Polish chief auditor seeks to question leader over spying

Jan 18, 2022, 9:31 AM | Updated: Jan 19, 2022, 7:16 pm
A Polish Senate commission heard the testimony of two cybersecurity experts, John Scott-Railton and...

A Polish Senate commission heard the testimony of two cybersecurity experts, John Scott-Railton and Bill Marczak, senior researchers with the Citizen Lab, a research group based at the University of Toronto, in Warsaw, Poland, on Monday, Jan. 17, 2022. The researchers confirmed last month that three Polish critics of the right-wing government were hacked aggressively with Pegasus, spyware produced by Israel's NSO Group. The Senate commission seeks to shed more light on the hacking, which has shocked many in Poland. (AP Photo/Czarek Sokolowski)

(AP Photo/Czarek Sokolowski)

WARSAW, Poland (AP) — Poland’s chief auditor said Tuesday that he plans to initiate an audit of the state’s supervision of the secret services following revelations of illegal surveillance of government critics with powerful spyware.

Marian Banas, president of the Supreme Audit Office, an independent institution charged with ensuring public funds are spent properly, spoke before a Senate committee investigating the use of Pegasus, spyware produced by Israel’s NSO Group.

“Taking into account the recent events related to the security of the state and citizens, I made a decision to initiate immediate urgent monitoring of state supervision over secret services,” Banas said.

He said he plans to call Jaroslaw Kaczynski, the leader of Poland’s ruling right-wing party and the deputy prime minister for security, as a witness to testify under penalty of perjury.

“He should answer questions about the illegal and mass surveillance of Polish women and men,” Banas said. He said if Kaczynski is summoned, the law would require him to appear.

Banas told the senators that he believed that he personally was also the target of surveillance, alleging that an attempted hacking of his phone in 2018 “completely destroyed” it.

Kaczynski, the country’s most powerful politician, acknowledged last week that Poland had purchased Pegasus, describing it as an important tool to fight serious crime.

His admission came after The Associated Press in late December reported that the Citizen Lab, a research group at the University of Toronto, found forensic traces of hacking with Pegasus on the phones of a Polish senator, a lawyer and a prosecutor — all three critics of the government.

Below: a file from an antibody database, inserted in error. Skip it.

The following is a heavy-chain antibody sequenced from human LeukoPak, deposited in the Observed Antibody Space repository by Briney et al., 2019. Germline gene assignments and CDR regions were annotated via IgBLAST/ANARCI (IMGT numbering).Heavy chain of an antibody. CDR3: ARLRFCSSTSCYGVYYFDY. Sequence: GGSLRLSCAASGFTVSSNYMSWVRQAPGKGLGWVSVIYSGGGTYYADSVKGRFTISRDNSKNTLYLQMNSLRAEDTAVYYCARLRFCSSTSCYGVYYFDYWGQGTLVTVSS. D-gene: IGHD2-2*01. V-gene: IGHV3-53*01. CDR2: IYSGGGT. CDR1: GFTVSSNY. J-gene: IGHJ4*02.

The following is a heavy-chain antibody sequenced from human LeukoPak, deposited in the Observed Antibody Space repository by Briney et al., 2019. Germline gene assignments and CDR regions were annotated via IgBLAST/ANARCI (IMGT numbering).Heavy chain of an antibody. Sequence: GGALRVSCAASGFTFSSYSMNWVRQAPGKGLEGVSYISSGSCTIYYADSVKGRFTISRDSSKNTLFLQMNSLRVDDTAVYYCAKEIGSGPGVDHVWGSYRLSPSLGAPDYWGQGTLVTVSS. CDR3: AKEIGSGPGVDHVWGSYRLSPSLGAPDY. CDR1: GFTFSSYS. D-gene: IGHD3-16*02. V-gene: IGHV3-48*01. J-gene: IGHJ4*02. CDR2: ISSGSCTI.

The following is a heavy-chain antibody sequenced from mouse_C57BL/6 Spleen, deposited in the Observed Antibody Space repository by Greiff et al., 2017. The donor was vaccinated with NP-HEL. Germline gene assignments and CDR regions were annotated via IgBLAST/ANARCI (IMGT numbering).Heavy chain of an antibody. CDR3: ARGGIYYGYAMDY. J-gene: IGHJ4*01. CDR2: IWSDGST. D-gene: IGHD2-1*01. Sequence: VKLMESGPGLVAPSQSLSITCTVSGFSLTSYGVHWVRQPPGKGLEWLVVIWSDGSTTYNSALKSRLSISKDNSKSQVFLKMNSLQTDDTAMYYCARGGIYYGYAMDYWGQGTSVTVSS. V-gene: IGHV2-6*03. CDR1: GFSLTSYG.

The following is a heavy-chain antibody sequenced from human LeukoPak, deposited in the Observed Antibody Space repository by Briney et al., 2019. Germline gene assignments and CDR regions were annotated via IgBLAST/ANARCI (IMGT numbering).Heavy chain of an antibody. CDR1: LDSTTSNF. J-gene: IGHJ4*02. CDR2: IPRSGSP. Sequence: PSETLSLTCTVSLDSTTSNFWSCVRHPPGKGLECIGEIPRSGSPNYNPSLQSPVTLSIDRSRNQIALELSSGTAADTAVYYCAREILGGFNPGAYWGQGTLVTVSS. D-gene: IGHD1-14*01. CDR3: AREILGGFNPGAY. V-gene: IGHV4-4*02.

The revelations have shocked many Poles because Pegasus is meant to be used by governments to fight terrorism and serious crime. It gives its operators complete access to a mobile device, allowing them to extract passwords, photos, messages, contacts and browsing history and activate the microphone and camera for real-time eavesdropping.

The Gazeta Wyborcza daily and the TVN broadcaster have reported that the government secretly purchased Pegasus for the Central Anti-Corruption Bureau, a secret service controlled by the ruling party, using a Justice Ministry fund meant for crime victims and the rehabilitation of criminals.

Banas said his office has determined that the CBA’s operations were illegally financed with 25 million zlotys ($6.3 million) from the Justice Fund, confirming evidence uncovered by Polish journalists.

Under Polish law, the CBA can only be financed from the state budget. Banas added that “today we can boldly say” that the 25 million zlotys were used for Pegasus.

Banas spoke on the second day of the Senate’s hearings. On Monday, Polish senators heard testimony from two Citizen Lab experts who last month confirmed the hacking in Poland.

Banas was appointed to a six-year term by the ruling party in 2019 but has since become one of its key opponents, initiating inspections against government officials.

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Polish chief auditor seeks to question leader over spying